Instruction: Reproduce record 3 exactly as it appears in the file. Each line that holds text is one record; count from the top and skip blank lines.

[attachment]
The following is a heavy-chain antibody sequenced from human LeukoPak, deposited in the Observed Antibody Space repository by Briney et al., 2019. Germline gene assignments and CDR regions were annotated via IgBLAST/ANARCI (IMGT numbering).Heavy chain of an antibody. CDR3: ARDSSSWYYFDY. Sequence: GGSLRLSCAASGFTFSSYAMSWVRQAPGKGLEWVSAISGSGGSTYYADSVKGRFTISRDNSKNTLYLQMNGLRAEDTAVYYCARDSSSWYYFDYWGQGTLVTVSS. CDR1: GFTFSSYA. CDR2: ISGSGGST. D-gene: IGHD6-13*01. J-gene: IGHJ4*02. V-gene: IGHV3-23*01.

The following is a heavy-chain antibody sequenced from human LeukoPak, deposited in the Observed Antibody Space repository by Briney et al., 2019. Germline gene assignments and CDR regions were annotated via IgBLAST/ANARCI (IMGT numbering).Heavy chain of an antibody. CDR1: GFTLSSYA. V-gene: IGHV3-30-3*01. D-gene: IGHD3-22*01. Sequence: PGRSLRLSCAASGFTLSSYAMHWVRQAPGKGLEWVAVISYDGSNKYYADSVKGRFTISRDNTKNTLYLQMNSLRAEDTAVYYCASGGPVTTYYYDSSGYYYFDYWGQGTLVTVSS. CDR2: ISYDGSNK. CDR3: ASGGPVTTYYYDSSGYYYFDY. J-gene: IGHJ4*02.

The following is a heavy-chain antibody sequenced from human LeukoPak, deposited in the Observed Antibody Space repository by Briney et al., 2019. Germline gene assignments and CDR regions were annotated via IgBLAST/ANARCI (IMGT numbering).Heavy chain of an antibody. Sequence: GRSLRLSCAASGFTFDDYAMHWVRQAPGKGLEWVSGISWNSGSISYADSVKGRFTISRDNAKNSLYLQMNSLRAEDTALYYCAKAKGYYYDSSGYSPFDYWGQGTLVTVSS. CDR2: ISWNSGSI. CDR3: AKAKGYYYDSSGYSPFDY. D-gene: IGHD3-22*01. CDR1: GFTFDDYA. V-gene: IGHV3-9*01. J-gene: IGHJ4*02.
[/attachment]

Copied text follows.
The following is a heavy-chain antibody sequenced from human LeukoPak, deposited in the Observed Antibody Space repository by Briney et al., 2019. Germline gene assignments and CDR regions were annotated via IgBLAST/ANARCI (IMGT numbering).Heavy chain of an antibody. Sequence: GRSLRLSCAASGFTFDDYAMHWVRQAPGKGLEWVSGISWNSGSISYADSVKGRFTISRDNAKNSLYLQMNSLRAEDTALYYCAKAKGYYYDSSGYSPFDYWGQGTLVTVSS. CDR2: ISWNSGSI. CDR3: AKAKGYYYDSSGYSPFDY. D-gene: IGHD3-22*01. CDR1: GFTFDDYA. V-gene: IGHV3-9*01. J-gene: IGHJ4*02.